Harrison SPARC, the R&D arm of The Harrison Group, an Australian manufacturing stalwart which helps turn the wheels of the automotive, agricultural, manufacturing, logistics and mining industries at home and globally, will receive $1.9 million from the Federal Government to value-add to Australia’s critical mineral capabilities.
The funding was announced today by Resources Minister Madeline King as part of the Critical Minerals Development Program. A $50 million grant scheme designed to accelerate the development of Australia’s critical minerals sector, it will also support downstream value-add process as outlined in the Federal Government’s Critical Minerals Strategy 2022.
The grant will enable Harrison SPARC to expand the Harrison Group’s chemical manufacturing capabilities. SPARC was started in 2021 to innovate and expand The Harrison Group’s capabilities and offering in the critical infrastructure industries. Sydney-based sister company, Harrison Manufacturing produces high-performance grease, lubricants, oils and imports specialty chemical additives, supplying approximately 50% of domestic market usage. It also exports its know-how and tailor-made lubricant applications to industries such as mining across the global economy.
Harrison Group Director Julie Harrison says the $1.9 million injection will help fast-track a $3.91 million research and
manufacturing project at the company’s HQ in Brookvale, NSW and testing in Kalgoorlie, WA. It is set to improve the refining efficiency and extraction yield of critical minerals such as lithium, cobalt, neodymium and vanadium.
Australia is one of the largest natural reserves of rare earth elements and is the largest supplier of lithium, producing nearly 50% global lithium supply.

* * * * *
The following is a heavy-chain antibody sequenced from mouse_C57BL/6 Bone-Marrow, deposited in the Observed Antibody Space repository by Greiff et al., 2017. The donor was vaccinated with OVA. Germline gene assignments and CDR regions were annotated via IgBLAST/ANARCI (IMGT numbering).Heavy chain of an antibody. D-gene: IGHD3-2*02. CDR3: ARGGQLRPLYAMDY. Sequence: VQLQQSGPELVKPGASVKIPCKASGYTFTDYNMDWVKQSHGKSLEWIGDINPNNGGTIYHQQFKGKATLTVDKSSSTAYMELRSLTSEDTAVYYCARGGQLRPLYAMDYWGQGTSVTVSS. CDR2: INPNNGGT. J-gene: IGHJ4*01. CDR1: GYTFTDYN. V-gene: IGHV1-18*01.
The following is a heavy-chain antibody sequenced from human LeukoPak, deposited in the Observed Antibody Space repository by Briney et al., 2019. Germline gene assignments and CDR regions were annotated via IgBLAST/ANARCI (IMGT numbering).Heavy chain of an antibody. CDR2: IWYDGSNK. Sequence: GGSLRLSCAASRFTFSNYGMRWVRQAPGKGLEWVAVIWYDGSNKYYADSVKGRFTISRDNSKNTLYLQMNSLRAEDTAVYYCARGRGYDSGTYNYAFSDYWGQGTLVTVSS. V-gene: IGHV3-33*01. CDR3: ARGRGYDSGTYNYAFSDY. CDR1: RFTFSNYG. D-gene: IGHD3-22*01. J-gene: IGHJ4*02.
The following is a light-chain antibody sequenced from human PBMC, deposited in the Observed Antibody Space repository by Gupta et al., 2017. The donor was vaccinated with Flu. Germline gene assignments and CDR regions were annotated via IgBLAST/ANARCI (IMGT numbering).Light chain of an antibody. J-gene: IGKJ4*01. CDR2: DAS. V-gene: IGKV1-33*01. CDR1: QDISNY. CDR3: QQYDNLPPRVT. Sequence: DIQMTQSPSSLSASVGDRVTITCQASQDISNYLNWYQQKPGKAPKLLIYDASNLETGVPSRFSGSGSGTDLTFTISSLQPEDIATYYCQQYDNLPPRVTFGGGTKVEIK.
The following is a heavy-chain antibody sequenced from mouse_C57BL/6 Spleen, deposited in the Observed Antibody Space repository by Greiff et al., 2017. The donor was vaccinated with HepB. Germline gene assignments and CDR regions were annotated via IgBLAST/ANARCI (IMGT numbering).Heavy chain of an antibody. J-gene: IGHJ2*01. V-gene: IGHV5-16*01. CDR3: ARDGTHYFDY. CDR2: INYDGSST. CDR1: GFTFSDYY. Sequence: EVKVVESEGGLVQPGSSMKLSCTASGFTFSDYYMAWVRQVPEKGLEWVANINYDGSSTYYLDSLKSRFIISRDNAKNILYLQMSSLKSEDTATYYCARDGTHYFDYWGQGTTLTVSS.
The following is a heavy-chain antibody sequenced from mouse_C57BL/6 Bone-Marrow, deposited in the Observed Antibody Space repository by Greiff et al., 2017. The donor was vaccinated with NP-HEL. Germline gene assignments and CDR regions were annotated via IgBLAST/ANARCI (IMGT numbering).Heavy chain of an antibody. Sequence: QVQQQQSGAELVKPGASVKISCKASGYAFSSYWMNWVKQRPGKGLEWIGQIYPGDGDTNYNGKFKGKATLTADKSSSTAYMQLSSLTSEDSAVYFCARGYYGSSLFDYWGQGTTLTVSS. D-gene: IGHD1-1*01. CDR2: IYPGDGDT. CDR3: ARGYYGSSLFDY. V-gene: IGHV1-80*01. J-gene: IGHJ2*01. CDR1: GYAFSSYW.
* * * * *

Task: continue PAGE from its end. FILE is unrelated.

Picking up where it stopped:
“We know Australia has the know-how, the ambition and the ability to become serious value-add players in the critical minerals sector. This injection of funds will help The Harrison Group on its road to helping ensure Australia is at the forefront of this push,” Ms Harrison said.
Already underway in collaboration with Curtin University’s WA School of Mines, Minerals, Energy and Chemical Engineering (WASM), the commercially sensitive project is set to be completed by March 2025. Dr Tony Granville, lead researcher for the grant and Harrison SPARC Innovation Manager says the project is forecast to improve both the mining industry’s output of critical minerals and the sustainability of the sector.
“We believe what we are working on will make mining for critical minerals more sustainable because it will allow greater output with the same input.”
Calling it a potential game changer in the extraction of critical minerals, Dr Granville says the project has the potential to provide $400 million of lithium to the Australian market annually.
“The current rate of extraction of lithium in mining is roughly 85% per tonnage of spodumene ore. We believe our project would bump that figure up to 95%.”